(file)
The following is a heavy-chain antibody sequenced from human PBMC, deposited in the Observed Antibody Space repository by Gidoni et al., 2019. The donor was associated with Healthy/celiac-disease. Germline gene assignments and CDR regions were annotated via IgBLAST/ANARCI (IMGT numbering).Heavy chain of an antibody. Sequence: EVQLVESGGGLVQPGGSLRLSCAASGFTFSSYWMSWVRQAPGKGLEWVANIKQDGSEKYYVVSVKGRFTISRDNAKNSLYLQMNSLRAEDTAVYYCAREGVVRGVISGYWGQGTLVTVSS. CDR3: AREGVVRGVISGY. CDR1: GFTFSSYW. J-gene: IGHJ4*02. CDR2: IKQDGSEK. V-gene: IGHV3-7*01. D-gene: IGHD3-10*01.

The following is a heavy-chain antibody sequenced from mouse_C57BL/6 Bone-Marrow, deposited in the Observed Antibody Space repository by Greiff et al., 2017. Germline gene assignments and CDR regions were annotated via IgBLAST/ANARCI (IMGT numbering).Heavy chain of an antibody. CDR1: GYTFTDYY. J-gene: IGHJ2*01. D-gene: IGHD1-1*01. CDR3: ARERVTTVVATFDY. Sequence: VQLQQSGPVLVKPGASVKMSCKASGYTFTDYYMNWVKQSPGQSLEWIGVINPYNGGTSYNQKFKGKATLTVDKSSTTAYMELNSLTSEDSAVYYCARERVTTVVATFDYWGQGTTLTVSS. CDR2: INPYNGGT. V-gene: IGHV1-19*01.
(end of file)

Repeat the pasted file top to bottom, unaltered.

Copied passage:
The following is a heavy-chain antibody sequenced from human PBMC, deposited in the Observed Antibody Space repository by Gidoni et al., 2019. The donor was associated with Healthy/celiac-disease. Germline gene assignments and CDR regions were annotated via IgBLAST/ANARCI (IMGT numbering).Heavy chain of an antibody. Sequence: EVQLVESGGGLVQPGGSLRLSCAASGFTFSSYWMSWVRQAPGKGLEWVANIKQDGSEKYYVVSVKGRFTISRDNAKNSLYLQMNSLRAEDTAVYYCAREGVVRGVISGYWGQGTLVTVSS. CDR3: AREGVVRGVISGY. CDR1: GFTFSSYW. J-gene: IGHJ4*02. CDR2: IKQDGSEK. V-gene: IGHV3-7*01. D-gene: IGHD3-10*01.

The following is a heavy-chain antibody sequenced from mouse_C57BL/6 Bone-Marrow, deposited in the Observed Antibody Space repository by Greiff et al., 2017. Germline gene assignments and CDR regions were annotated via IgBLAST/ANARCI (IMGT numbering).Heavy chain of an antibody. CDR1: GYTFTDYY. J-gene: IGHJ2*01. D-gene: IGHD1-1*01. CDR3: ARERVTTVVATFDY. Sequence: VQLQQSGPVLVKPGASVKMSCKASGYTFTDYYMNWVKQSPGQSLEWIGVINPYNGGTSYNQKFKGKATLTVDKSSTTAYMELNSLTSEDSAVYYCARERVTTVVATFDYWGQGTTLTVSS. CDR2: INPYNGGT. V-gene: IGHV1-19*01.